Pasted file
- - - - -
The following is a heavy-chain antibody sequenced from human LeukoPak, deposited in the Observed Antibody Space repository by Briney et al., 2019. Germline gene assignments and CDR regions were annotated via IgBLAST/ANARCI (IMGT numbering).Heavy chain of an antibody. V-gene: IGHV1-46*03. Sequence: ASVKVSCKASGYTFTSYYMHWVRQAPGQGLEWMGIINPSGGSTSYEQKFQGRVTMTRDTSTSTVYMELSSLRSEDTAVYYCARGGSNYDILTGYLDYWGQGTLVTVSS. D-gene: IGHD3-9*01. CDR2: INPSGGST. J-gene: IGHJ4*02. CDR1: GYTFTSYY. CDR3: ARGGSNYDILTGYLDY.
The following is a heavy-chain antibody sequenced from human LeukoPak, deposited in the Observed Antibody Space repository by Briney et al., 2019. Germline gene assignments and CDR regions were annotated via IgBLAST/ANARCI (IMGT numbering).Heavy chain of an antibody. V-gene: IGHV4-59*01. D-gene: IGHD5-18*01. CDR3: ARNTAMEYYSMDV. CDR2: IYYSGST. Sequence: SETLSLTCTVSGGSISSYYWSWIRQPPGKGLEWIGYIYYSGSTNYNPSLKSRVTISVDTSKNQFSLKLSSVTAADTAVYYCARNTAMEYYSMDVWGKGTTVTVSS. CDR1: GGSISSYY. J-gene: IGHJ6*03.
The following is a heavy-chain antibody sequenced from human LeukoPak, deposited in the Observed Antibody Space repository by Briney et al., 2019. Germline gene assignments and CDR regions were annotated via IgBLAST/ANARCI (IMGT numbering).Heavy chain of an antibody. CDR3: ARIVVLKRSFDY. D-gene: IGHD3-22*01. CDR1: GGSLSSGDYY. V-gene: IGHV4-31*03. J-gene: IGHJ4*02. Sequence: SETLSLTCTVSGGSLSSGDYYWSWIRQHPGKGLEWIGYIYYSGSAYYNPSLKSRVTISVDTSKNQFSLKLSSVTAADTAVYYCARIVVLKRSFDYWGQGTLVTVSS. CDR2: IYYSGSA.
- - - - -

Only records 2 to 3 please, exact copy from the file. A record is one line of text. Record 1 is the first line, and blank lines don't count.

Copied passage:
The following is a heavy-chain antibody sequenced from human LeukoPak, deposited in the Observed Antibody Space repository by Briney et al., 2019. Germline gene assignments and CDR regions were annotated via IgBLAST/ANARCI (IMGT numbering).Heavy chain of an antibody. V-gene: IGHV4-59*01. D-gene: IGHD5-18*01. CDR3: ARNTAMEYYSMDV. CDR2: IYYSGST. Sequence: SETLSLTCTVSGGSISSYYWSWIRQPPGKGLEWIGYIYYSGSTNYNPSLKSRVTISVDTSKNQFSLKLSSVTAADTAVYYCARNTAMEYYSMDVWGKGTTVTVSS. CDR1: GGSISSYY. J-gene: IGHJ6*03.
The following is a heavy-chain antibody sequenced from human LeukoPak, deposited in the Observed Antibody Space repository by Briney et al., 2019. Germline gene assignments and CDR regions were annotated via IgBLAST/ANARCI (IMGT numbering).Heavy chain of an antibody. CDR3: ARIVVLKRSFDY. D-gene: IGHD3-22*01. CDR1: GGSLSSGDYY. V-gene: IGHV4-31*03. J-gene: IGHJ4*02. Sequence: SETLSLTCTVSGGSLSSGDYYWSWIRQHPGKGLEWIGYIYYSGSAYYNPSLKSRVTISVDTSKNQFSLKLSSVTAADTAVYYCARIVVLKRSFDYWGQGTLVTVSS. CDR2: IYYSGSA.